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National Guard could be stationed in DC until at least the fall: report
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National Guard could be stationed in DC until at least the fall: report

What is the point of this?

Department of Defense officials are considering keeping National Guard troops in Washington, D.C. through the fall, according to internal communication obtained by WTTG-TV.

There are currently approximately 6,000 National Guard troops patrolling Washington, D.C., following the Capitol riot on Jan 6. At one point, there were an estimated 26,000 National Guard members in D.C. to provide security for President Joe Biden's inauguration on Jan. 20.

An internal communication between the Department of Defense and the National Guard reportedly discusses keeping troops in the nation's capital until the fall.

Robert G. Salesses, who is the Assistant Secretary of Defense for Homeland Defense and Global Security, allegedly discussed an extension of the National Guard in D.C.

"If it's not possible to sustain at the current level with [National Guard] personnel, we need to establish the number of [National Guard] personnel (DCNG and out-of-state) we can sustain for an extended period – at least through Fall 2021 – and understand additional options for providing [Department of Defense] support, to include use of reserve personnel, as well as active component," Salesses reportedly wrote to the Capitol Police and National Security Council in an email.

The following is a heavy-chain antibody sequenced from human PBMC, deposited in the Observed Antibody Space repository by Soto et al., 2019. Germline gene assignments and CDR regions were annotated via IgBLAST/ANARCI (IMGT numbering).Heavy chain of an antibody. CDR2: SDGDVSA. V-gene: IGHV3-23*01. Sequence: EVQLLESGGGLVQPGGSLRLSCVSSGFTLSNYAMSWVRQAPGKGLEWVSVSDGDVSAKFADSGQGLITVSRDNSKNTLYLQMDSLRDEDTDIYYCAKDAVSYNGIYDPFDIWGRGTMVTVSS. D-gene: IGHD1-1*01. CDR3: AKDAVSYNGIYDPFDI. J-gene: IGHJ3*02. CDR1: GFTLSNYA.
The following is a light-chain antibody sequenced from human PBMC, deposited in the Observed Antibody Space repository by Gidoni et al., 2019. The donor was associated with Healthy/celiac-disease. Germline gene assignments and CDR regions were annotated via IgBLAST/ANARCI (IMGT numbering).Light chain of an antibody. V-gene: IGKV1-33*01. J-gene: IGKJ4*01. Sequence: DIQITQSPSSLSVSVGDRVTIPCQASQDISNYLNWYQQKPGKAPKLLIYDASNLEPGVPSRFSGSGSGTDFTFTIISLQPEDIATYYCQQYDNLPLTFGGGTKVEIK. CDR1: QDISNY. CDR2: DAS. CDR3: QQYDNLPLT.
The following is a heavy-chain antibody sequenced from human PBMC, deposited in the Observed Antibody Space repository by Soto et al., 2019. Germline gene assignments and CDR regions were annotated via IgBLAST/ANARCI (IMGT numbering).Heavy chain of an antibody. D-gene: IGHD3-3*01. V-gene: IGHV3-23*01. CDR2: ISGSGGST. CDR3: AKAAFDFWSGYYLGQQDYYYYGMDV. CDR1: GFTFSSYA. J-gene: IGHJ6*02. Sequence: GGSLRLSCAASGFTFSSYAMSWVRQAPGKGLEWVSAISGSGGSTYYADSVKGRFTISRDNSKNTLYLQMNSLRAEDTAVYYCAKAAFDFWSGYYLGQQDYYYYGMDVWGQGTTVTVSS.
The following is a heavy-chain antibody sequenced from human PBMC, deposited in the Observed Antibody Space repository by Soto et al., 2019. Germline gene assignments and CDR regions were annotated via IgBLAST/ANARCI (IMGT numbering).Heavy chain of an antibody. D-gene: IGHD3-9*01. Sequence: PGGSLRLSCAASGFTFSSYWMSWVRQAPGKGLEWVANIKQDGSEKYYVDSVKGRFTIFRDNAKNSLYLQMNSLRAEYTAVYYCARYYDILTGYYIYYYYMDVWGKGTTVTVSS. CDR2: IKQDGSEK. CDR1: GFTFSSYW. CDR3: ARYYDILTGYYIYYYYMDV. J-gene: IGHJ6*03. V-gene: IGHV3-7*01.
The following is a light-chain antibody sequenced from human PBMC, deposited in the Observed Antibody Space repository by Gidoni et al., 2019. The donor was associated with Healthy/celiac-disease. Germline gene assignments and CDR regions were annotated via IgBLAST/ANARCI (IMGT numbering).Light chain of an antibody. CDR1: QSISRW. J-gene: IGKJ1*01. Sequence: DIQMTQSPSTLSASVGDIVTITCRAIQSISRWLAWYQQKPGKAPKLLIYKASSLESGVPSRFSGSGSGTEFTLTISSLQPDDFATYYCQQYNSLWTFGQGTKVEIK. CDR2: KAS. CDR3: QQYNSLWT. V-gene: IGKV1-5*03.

Currently, there are plans to keep the National Guard in Washington, D.C., until mid-March. On Monday, Pentagon press secretary John Kirby said the cost of having the National Guard secure Washington, D.C. from Jan. 6 until March 15 will cost taxpayers $483 million — $284 million for personnel and $199 million for operations, according to Forbes.

Rep. Michael Waltz (R-Fla.) questioned why there are still National Guard troops in Washington.

"We still have National Guardsmen out there, away from their families, away from their jobs, supplementing the police," Waltz told Fox News host Martha MacCallum. "And yet we can't get a briefing on what is this dire threat that requires so many people. We still don't have answers."

Sen. Tom Cotton (R-Ark.) also questioned why there were still troops in D.C.

"I sit on the Intelligence Committee, but I'm aware of no specific, credible threat reporting — as distinguished from aspirational, uncoordinated bluster on the internet — that justifies this continued troop presence," Cotton wrote in a Fox News op-ed. "Thus, I believe the rest of these soldiers should also go home to their families and civilian jobs."

The National Guard created a three-mile perimeter around the Capitol grounds after the Capitol riot, complete with barriers, fortified fences, and barbed wires.

Several Republican lawmakers have called for the barriers to be removed after pointing out the hypocrisy of the border wall being canceled by President Joe Biden.

The National Guard provided a statement to WTTG, "The National Guard is conducting prudent planning for the eventual end of the security mission and the return of its Soldiers and Airmen to their home stations."

Maj. Matt Murphy, a spokesman for the National Guard, told DCist, "We are providing assistance such as security, communications, medical evacuation, logistics, and safety support to state, district and federal agencies."

Law enforcement agencies involved with securing Washinton, D.C. and the federal buildings in the city will reportedly discuss possible plans during a meeting on Feb. 17.

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